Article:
Leaving Homeland

I am back in the place that I wanted to get away from, with its self-styled citizenry; its self-proclaimed superiority; its forest of buildings that make you feel small. New York City: the place of superlatives, where anyone who’s made … Read More

By / May 1, 2006

I am back in the place that I wanted to get away from, with its self-styled citizenry; its self-proclaimed superiority; its forest of buildings that make you feel small. New York City: the place of superlatives, where anyone who’s made it here wouldn’t want to be anywhere else. I am back, even if I’m not exactly sure why.

Raised in America, I have spent the past seven years ¬- just about my entire adult life – living in Israel. Now I have decided to move back, and to make a new life here. Walking down Broadway, riding the subway, shopping at Fairway, I could be mistaken for a lifetime New Yorker, but I feel like a foreigner. This isn’t really home. But then, Israel wasn’t entirely home, either.

I never planned to move to Israel; it just happened. I was living in Boston and working at a school, so I had the summer off. My sister, who was studying at Hebrew University for the year, called me and said, why don’t you come for the summer? I sublet my place, left some stuff with some friends, and went with a duffle bag. I told myself, maybe you’ll just go for the summer. I told myself, maybe if you’re really happy, you’ll stay.

I didn’t come with a specific ideology, or thinking that this is the land God gave us. I came because my sister had an apartment on a little street in Jerusalem, and because it turned out the apartment had a little yard in the back with a little grass and some big overhanging trees that brushed against the open windows at night (there were no screens and the mosquitoes came in), and the upstairs neighbor was a crazy old man who yelled at us every time we opened the back door (he said it blocked his view), and we complained to our landlords, an elderly couple, who said, mamales, don’t let him upset you; you’re young, go out! And what I found in Jerusalem was a sun so hot that almost every time I went out I had to come right back home and take a shower. And I discovered a little café in a back alley near the center of town that served almond tea steeped in milk and served with honey and I bought tomatoes and cucumbers at the shuk that were so good that I ate them just with olive oil and salt and that was a whole meal, and I found a cabdriver who didn’t charge me when he got lost, and the beach was only a bus ride away. And when I went to synagogue on Friday nights, for the first time in years, I heard new tunes to the familiar prayers, and strangers smiled at me, and nobody cared what I was wearing.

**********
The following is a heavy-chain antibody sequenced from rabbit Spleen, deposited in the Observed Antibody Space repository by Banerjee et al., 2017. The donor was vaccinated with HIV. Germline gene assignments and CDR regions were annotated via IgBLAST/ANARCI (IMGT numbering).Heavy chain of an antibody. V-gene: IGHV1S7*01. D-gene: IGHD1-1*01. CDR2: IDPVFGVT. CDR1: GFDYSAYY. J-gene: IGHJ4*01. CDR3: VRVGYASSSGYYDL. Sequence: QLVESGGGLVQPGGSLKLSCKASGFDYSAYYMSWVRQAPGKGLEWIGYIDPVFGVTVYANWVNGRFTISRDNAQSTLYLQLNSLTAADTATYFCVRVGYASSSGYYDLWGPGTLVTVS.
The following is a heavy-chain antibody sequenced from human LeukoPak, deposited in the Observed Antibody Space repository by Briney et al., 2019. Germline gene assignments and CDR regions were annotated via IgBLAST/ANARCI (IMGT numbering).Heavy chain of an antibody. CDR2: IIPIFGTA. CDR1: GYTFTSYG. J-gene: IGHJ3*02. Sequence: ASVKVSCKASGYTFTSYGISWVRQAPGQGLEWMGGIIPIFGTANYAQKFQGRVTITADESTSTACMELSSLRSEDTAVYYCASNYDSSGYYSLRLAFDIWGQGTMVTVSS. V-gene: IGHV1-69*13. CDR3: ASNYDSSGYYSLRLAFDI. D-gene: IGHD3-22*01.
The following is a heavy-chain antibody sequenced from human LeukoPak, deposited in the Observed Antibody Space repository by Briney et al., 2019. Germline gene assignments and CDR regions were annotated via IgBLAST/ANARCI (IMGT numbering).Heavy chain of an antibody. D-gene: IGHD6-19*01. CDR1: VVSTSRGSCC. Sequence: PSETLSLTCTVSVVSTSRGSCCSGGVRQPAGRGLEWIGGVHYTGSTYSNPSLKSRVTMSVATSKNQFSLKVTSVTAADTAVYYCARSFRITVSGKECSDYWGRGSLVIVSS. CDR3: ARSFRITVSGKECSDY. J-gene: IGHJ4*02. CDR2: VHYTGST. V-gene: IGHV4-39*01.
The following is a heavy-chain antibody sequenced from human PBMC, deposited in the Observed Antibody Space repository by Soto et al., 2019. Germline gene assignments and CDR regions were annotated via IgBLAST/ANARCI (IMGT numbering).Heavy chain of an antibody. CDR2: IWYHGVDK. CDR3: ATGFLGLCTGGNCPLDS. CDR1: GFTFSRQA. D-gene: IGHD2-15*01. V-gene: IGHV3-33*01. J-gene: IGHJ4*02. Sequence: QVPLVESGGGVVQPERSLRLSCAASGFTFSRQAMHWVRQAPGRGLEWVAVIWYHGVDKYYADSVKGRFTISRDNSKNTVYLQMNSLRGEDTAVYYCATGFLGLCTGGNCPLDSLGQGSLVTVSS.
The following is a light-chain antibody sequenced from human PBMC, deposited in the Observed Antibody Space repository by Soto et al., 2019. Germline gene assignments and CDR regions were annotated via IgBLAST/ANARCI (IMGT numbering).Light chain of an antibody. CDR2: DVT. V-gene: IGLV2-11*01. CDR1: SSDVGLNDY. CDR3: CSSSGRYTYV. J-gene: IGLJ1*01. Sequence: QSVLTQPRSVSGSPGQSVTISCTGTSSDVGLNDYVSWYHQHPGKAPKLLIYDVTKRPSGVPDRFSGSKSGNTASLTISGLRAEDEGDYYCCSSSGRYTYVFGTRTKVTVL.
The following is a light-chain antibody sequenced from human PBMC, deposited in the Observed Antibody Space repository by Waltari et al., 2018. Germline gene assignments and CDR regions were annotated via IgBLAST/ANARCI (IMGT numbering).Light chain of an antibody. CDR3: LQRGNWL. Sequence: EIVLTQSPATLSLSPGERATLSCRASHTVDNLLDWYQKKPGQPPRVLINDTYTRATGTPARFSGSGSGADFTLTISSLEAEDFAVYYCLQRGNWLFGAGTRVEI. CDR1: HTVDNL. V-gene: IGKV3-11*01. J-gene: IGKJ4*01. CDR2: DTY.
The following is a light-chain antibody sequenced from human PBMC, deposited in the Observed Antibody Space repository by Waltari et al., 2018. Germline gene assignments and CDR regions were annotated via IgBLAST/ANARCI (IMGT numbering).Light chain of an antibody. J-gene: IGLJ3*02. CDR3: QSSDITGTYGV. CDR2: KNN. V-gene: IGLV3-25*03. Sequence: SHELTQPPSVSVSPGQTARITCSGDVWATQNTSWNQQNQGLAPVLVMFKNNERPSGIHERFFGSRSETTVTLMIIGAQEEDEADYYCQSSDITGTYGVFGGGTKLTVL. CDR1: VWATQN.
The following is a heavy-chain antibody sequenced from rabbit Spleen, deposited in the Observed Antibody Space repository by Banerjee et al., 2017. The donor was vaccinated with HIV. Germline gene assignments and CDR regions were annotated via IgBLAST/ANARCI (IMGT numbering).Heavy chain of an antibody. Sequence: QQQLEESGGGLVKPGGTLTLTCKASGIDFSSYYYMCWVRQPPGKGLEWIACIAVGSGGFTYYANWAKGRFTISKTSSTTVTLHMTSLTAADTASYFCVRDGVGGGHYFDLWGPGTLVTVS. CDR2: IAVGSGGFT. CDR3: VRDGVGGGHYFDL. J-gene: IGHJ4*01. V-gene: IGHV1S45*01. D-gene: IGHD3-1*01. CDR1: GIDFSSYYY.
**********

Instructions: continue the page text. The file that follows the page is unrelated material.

So I decided to stay – not forever, just for the next foreseeable piece of it. My sister went back to the States, and I moved into another apartment. I enrolled in Ulpan and began looking for a job. I was amazed by so many things, especially by how easy it was to meet people, how quickly strangers or friends of friends became friends. I did things I had never done before: I took a meditation class, I volunteered at a religious-secular dialogue group, I went to a three-day music festival at the Dead Sea during Passover and slept under the salty stars, I danced at weddings of people I had just met. I felt more at home than I had ever felt before: in America I had felt Jewish; in Israel, I felt like myself. I suppose it’s a cliché, but it never felt like one.

It was all very different than the life I had lived. Raised in a traditional Jewish household in Chicago, I went to Jewish day school through 12th grade, did a year of requisite study at a women’s seminary in Jerusalem, and went to college in New York, where, true to my upbringing, I was active in Jewish life on campus and never dated a non-Jew nor went to loud parties. I was doing my best, but it just didn’t feel right. I went to Shabbat services, but increasingly felt it was nothing more than a spectacle: hundreds of young people dressed in designer suits looking to see and be seen. The local synagogues offered more of the same: high-end social clubs, high-heels required. I saw this most acutely in my experience with the so-called “modern Orthodox” world, but it was a theme that ran across the spectrum of New York Jewish life – religious, secular, or somewhere in between. Where I was looking for spiritual liveliness and meaning, I found an empty void or worse, a self-satisfied materialism.

By the time I was in my senior year of college, I was pretty certain that the Jewish scene in New York was not for me. There was something about the fast-paced, get-ahead, make-money ethos of the surrounding culture that seemed to get mixed in with Judaism, making it feel like a competitive sport. I thought I would feel more at home in a smaller, more low-key Jewish community, and that was one of the reasons I moved to Boston. But there wasn’t very much I was connected to there. Living there felt random, as if I’d picked a place on a map with my eyes closed and put a thumbtack there.